Grilled Fava Beans

Grilled Fava Beans Recipe


When Wayne and I went to Japan earlier this year, one of the highlights of our trip was a quiet little dinner at Asahi. It is an artisan soba spot so tiny you feel as if you could touch all four walls from the center of the place. It is Tokyo's only ital noodle shop (Rastafarian veg cuisine), but the noodles weren't the only highlight. I knew we were in for a great meal when chef Koichi Nakajima started our night with two deeply charred fava beans served on a piece of paper. We split the pods open with our fingers, slipped each fava bean from its skin and popped them in our mouths one after another. It doesn't get much better - simple, smoky, perfectly cooked, and fun to eat. If you haven't tried grilling fresh favas, you must! You can make them on the grill or in a grill pan, then toss them out onto a newspaper where people can dive in and make a bit of a mess with the pods and skins.

Grilled Fava Beans

Here's the secret. Any seasoning you put on the pods will stick to your fingers. In a good way. Toss the pods with a few glugs of olive oil and some sea salt before placing them on the grill, you can certainly play around with ideas beyond that. I sometimes add crushed red pepper flakes to the olive oil, or finish the favas with lemon zest or freshly chopped dill (or chives) after they come off the grill. The key is getting the grill (or pan) the right temperature - too hot and the pods char before the beans have time to steam in their pods.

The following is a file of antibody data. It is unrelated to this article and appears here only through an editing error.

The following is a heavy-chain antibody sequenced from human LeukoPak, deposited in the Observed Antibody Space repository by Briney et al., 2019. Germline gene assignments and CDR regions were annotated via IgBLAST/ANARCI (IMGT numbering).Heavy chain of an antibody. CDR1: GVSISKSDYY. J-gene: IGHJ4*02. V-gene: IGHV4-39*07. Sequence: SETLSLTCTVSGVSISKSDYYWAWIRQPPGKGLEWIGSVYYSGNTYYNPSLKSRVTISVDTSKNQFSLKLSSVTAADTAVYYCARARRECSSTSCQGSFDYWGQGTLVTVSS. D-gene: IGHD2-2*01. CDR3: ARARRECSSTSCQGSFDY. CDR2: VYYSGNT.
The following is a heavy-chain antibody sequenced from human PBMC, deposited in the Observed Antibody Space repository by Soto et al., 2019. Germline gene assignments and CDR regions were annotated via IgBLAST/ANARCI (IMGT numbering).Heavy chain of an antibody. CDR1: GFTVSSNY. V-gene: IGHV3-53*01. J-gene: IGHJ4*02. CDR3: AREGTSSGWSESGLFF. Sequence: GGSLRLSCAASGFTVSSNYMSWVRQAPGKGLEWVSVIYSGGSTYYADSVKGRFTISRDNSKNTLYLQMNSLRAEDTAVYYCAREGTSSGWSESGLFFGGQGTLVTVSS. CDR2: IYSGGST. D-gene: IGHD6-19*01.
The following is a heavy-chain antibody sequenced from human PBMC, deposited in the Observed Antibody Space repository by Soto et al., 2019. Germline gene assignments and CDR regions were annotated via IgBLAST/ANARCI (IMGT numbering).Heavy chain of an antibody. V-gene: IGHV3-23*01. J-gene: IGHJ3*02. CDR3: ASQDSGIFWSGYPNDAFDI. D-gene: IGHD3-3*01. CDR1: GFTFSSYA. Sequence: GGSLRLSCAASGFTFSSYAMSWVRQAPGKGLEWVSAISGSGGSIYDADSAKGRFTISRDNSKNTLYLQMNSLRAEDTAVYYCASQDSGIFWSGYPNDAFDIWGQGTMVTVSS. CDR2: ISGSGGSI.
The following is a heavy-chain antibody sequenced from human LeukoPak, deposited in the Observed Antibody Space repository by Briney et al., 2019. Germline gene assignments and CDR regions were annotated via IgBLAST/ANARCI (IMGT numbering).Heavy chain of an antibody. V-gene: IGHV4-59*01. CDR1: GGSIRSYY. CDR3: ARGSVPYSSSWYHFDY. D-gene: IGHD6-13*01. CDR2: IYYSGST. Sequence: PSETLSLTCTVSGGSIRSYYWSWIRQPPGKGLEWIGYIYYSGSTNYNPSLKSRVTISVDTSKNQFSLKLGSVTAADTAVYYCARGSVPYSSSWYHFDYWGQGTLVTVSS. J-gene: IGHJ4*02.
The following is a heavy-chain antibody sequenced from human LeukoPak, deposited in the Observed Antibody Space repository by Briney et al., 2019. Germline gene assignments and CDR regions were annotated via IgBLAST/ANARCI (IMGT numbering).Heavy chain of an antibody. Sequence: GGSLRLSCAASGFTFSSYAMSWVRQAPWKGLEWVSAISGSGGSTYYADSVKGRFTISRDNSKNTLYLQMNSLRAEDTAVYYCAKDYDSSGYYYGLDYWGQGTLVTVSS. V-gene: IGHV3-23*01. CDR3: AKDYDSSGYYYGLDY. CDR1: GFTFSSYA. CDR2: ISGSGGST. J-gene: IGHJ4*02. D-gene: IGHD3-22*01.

Grilled Fava Beans

1 pound of fresh fava beans, still in their pods
a couple glugs of olive oil
a few pinches of salt

optional: crushed red pepper flakes, lemon zest, and or chopped fresh herbs.

In a large bowl toss the fava bean pods with olive oil and salt. Arrange them in a single layer on a grill over medium-high heat. If you're using a grill pan, you may need to cook them in batches. If I'm using an outdoor grill I don't bother covering the favas, but when I use a grill pan, I typically cover the pan with a flat baking sheet to keep more of the heat in the pan and circulating. Grill until blistered on one side - 4 to 5 minutes, then flip and grill for a few minutes more on the other side. If you aren't sure when to pull them off, take a pod off the grill, open and taste one of the beans. You want the fava beans to be smooth and creamy when you pop them out of their skins - not undercooked. But keep in mind that they'll keep steaming in their pods for a few minutes after they come off the grill, unless you eat them as soon as you can handle the pods without singing your fingers - which is what I encourage you to do :) Season the grilled favas with a bit more salt (if needed) and any herbs or lemon zest if you like. To eat: tear open the puffy green pods, take a fava bean, pinch the skin and slide the bright green fava from its slipper. Eat them one at a time and be sure to lick your fingers.

Serves 2 - 4

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Your Comments


Christina
May 10, 2009

I love this idea!

Also, a "couple glugs" of oil should become a new official term!

 

Brenda
May 10, 2009

Oh wowee YAY. I love fava beans like nobody's business. I will be trying this out as soon as possible!

 

Rodrigo
May 10, 2009

Yes, the glug should be a unit of volume!

 

Berna
May 10, 2009

Can they be roasted in the oven on a cookie sheet instead of a grill to get that flavor?

They do look yummy!
Love the pictures and your blog!

 

chika
May 10, 2009

Hello Heidi,

Oh I guess I first saw/ate those char-grilled fava beens in the pods at a nice izakaya almost ten years ago(!) and got hooked - but haven't had these in years, which is a shame. Gotta try them while they are around! Thanks :)

 

Lisa C.
May 11, 2009